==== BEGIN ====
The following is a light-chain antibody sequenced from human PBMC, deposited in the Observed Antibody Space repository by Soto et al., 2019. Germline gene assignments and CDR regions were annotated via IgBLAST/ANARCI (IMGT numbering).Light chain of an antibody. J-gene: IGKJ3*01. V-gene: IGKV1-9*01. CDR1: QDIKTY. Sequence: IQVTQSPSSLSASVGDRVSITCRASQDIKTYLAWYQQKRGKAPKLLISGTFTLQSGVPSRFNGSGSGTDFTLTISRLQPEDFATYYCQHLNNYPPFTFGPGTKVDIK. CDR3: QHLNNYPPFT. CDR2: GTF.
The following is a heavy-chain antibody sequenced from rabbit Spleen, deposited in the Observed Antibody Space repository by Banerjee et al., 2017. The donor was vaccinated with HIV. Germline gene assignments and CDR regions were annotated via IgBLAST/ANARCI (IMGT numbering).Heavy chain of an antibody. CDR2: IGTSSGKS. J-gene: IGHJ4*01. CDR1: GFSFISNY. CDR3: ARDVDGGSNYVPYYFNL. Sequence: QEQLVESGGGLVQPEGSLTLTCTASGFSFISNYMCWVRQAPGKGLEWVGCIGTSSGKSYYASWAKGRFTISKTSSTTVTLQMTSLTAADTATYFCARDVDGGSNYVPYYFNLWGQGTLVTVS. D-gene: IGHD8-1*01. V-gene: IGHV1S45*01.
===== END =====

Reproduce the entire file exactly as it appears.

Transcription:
The following is a light-chain antibody sequenced from human PBMC, deposited in the Observed Antibody Space repository by Soto et al., 2019. Germline gene assignments and CDR regions were annotated via IgBLAST/ANARCI (IMGT numbering).Light chain of an antibody. J-gene: IGKJ3*01. V-gene: IGKV1-9*01. CDR1: QDIKTY. Sequence: IQVTQSPSSLSASVGDRVSITCRASQDIKTYLAWYQQKRGKAPKLLISGTFTLQSGVPSRFNGSGSGTDFTLTISRLQPEDFATYYCQHLNNYPPFTFGPGTKVDIK. CDR3: QHLNNYPPFT. CDR2: GTF.
The following is a heavy-chain antibody sequenced from rabbit Spleen, deposited in the Observed Antibody Space repository by Banerjee et al., 2017. The donor was vaccinated with HIV. Germline gene assignments and CDR regions were annotated via IgBLAST/ANARCI (IMGT numbering).Heavy chain of an antibody. CDR2: IGTSSGKS. J-gene: IGHJ4*01. CDR1: GFSFISNY. CDR3: ARDVDGGSNYVPYYFNL. Sequence: QEQLVESGGGLVQPEGSLTLTCTASGFSFISNYMCWVRQAPGKGLEWVGCIGTSSGKSYYASWAKGRFTISKTSSTTVTLQMTSLTAADTATYFCARDVDGGSNYVPYYFNLWGQGTLVTVS. D-gene: IGHD8-1*01. V-gene: IGHV1S45*01.